Early detection breakthough
The early detection of cancer is critical for the survival of this disease that accounts for almost one third of deaths in New Zealand.
Professor Parry Guilford, director of Otago's Centre for Translational Cancer Research, has found a way to identify traces of cancer in the body that could allow doctors to find tumours while still barely detectable.
“If you can detect very small cancers and treat them at this early stage, the cure rates can be higher than 95 per cent,” Guildford says. By comparison, the five-year survival rates for advanced cancers can be as low as 10 per cent.
So, targeting these small tumours, Guilford has used an HRC grant to identify cancer cells in body fluid samples, specifically looking at bladder cancer.
“A lot of cells fall off the wall of the normal bladder and cells also fall off the tumour, and you get both of these cell types in a urine sample.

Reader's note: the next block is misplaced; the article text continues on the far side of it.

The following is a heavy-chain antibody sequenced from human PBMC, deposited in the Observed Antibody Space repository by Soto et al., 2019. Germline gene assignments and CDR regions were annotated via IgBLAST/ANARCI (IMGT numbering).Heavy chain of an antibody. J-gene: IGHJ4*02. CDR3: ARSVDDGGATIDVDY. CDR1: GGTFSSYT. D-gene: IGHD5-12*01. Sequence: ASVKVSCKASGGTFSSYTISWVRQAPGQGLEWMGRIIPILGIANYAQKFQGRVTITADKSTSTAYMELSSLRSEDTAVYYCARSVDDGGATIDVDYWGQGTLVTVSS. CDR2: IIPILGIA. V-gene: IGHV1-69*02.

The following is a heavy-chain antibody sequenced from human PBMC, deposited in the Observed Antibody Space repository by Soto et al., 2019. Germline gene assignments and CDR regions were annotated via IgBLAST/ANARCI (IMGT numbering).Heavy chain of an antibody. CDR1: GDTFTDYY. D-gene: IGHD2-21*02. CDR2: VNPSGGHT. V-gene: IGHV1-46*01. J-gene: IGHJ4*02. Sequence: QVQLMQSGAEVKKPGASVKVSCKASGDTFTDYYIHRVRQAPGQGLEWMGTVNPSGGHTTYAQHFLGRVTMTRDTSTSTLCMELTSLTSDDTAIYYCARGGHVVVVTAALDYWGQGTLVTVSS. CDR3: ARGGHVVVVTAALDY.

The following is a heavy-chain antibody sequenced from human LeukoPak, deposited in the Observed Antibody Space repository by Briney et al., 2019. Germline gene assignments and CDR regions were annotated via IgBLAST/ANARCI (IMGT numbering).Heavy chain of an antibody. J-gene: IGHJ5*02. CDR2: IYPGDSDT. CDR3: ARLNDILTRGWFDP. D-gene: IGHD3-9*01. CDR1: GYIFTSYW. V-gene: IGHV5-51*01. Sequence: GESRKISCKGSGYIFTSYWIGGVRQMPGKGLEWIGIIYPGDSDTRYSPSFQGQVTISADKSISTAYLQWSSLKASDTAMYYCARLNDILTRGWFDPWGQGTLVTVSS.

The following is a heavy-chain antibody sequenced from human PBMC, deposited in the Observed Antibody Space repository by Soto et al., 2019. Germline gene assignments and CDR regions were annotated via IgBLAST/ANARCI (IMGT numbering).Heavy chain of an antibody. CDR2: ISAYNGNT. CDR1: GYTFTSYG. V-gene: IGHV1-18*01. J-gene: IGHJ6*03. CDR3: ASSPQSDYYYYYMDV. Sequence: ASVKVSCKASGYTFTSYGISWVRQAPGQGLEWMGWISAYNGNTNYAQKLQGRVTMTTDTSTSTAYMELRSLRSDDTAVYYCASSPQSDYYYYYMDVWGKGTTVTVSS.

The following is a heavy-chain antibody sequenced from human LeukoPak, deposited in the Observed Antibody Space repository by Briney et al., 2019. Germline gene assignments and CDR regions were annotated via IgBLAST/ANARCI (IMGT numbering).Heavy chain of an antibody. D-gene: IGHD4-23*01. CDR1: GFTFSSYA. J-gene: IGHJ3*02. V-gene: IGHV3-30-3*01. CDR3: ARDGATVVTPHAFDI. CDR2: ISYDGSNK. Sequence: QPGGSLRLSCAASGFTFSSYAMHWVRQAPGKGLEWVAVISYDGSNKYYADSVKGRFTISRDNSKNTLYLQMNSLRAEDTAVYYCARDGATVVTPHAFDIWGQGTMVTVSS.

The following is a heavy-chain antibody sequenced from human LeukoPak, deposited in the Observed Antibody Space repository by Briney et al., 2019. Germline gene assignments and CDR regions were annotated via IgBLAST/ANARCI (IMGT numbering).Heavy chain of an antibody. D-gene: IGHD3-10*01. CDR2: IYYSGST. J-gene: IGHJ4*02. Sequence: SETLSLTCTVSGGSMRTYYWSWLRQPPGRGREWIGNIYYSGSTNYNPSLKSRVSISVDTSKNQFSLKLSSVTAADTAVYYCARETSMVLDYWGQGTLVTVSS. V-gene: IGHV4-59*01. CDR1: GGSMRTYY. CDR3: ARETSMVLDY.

“We divide the cells into very small groups of up to 10 cells each and then analyse hundreds to thousands of these groups using known cancer biomarkers. A single cancer cell can easily be detected with a background of 10 normal cells, but would never be seen in a background of thousands of cells.”
Guilford says this study could be applicable to many cancers, including prostate, endometrial, lung and colon cancers. The test could be performed using standard biological samples, including urine and stool samples, or vaginal swabs.
The next step is to refine how the approach could be easily used in clinical settings.